Saturday 19 June 2010

The Burning of the Fair Gospeller

Claire at The Anne Boleyn Files gives a fantastic, if grotesque, account of the horrible and hideous death of Anne Askew, a young Protestant convert savagely tortured and then executed for her beliefs during the last years of the already-bloody reign of King Henry VIII. Whatever one might think of Anne Askew's beliefs, there can be no real doubting her incredible bravery.

To quote Claire: -

"There is no doubt that Anne Askew was a martyr and an incredible woman. She was just 25 years old when she died but what an amazing life she had led. In an age where women were supposed to be submissive, and have no voice or opinions of their own, she was an outspoken preacher and died for her faith, remaining true to her friends and beliefs, whatever the cost. I admire her."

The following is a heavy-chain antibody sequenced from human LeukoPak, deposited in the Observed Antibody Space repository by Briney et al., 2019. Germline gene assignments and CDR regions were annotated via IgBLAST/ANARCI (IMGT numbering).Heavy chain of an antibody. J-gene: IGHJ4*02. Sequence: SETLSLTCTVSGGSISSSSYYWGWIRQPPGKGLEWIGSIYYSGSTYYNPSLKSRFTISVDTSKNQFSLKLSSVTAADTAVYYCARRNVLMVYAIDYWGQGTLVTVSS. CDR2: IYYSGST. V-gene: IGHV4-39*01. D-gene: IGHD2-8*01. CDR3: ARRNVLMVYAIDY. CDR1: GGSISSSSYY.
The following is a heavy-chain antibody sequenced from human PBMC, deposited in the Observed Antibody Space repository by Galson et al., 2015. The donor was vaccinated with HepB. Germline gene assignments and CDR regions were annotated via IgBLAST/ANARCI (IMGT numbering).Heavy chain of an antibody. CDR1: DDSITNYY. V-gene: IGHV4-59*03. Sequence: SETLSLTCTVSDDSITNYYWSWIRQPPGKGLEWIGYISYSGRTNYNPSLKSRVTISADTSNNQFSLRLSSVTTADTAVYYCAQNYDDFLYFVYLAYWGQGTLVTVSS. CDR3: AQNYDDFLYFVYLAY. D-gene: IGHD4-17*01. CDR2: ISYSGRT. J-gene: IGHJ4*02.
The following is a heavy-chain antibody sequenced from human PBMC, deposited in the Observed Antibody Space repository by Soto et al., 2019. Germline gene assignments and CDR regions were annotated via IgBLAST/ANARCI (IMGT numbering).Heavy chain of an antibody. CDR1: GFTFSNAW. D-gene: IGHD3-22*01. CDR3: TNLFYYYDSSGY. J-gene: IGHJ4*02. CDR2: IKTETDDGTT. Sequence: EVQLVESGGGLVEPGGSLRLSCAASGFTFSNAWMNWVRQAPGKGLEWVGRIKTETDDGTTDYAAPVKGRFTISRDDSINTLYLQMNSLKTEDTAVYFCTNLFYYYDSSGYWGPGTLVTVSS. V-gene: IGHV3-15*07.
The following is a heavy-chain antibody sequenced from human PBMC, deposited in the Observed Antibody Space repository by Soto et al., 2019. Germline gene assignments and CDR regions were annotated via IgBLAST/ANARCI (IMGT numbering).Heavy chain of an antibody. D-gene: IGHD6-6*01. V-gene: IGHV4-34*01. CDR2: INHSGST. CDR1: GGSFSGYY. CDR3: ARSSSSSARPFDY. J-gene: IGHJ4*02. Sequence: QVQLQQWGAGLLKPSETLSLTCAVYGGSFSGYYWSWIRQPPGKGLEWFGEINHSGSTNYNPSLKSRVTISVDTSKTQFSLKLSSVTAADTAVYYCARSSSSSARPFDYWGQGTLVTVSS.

Read the full article here.

Friday 18 June 2010

Summer Reading

So, I have arrived in Connecticut to spend two weeks with my friend, Alexa. I'm off to D.C. for two days to catch-up with some old friends from school and the delightful Courtney Pannell.

With the 7 hour flight from London and a two hour train ride from Grand Central to New Haven, I wanted to bring along some summer reading. Of course, I should probably be spending this time working on my sequel to "Popular," but working on an aeroplane or on the Metro North railroad is pretty difficult! I think I'm going to wait until I reach Alexa's beautiful family home in New Canaan, to start writing by the pool-side, and, of course, to catch-up with her wonderful family, who I had such a happy summer with last year.